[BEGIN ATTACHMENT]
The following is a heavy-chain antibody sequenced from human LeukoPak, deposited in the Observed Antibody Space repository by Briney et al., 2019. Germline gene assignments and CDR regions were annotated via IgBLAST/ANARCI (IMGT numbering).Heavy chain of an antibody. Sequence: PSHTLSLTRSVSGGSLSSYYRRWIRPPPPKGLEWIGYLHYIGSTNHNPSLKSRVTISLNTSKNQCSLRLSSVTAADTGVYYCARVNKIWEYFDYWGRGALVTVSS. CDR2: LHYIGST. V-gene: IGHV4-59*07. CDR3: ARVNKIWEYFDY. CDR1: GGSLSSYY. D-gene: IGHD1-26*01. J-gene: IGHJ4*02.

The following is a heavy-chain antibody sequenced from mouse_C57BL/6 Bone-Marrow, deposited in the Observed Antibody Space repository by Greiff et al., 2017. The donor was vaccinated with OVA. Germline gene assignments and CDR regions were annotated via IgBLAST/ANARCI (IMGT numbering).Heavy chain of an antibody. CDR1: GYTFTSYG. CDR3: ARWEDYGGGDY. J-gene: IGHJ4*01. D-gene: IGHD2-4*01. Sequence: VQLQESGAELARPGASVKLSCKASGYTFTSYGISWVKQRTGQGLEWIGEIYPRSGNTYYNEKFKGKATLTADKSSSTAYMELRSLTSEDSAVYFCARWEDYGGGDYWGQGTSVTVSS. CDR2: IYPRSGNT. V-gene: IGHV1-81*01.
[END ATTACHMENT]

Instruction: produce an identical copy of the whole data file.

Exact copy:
The following is a heavy-chain antibody sequenced from human LeukoPak, deposited in the Observed Antibody Space repository by Briney et al., 2019. Germline gene assignments and CDR regions were annotated via IgBLAST/ANARCI (IMGT numbering).Heavy chain of an antibody. Sequence: PSHTLSLTRSVSGGSLSSYYRRWIRPPPPKGLEWIGYLHYIGSTNHNPSLKSRVTISLNTSKNQCSLRLSSVTAADTGVYYCARVNKIWEYFDYWGRGALVTVSS. CDR2: LHYIGST. V-gene: IGHV4-59*07. CDR3: ARVNKIWEYFDY. CDR1: GGSLSSYY. D-gene: IGHD1-26*01. J-gene: IGHJ4*02.

The following is a heavy-chain antibody sequenced from mouse_C57BL/6 Bone-Marrow, deposited in the Observed Antibody Space repository by Greiff et al., 2017. The donor was vaccinated with OVA. Germline gene assignments and CDR regions were annotated via IgBLAST/ANARCI (IMGT numbering).Heavy chain of an antibody. CDR1: GYTFTSYG. CDR3: ARWEDYGGGDY. J-gene: IGHJ4*01. D-gene: IGHD2-4*01. Sequence: VQLQESGAELARPGASVKLSCKASGYTFTSYGISWVKQRTGQGLEWIGEIYPRSGNTYYNEKFKGKATLTADKSSSTAYMELRSLTSEDSAVYFCARWEDYGGGDYWGQGTSVTVSS. CDR2: IYPRSGNT. V-gene: IGHV1-81*01.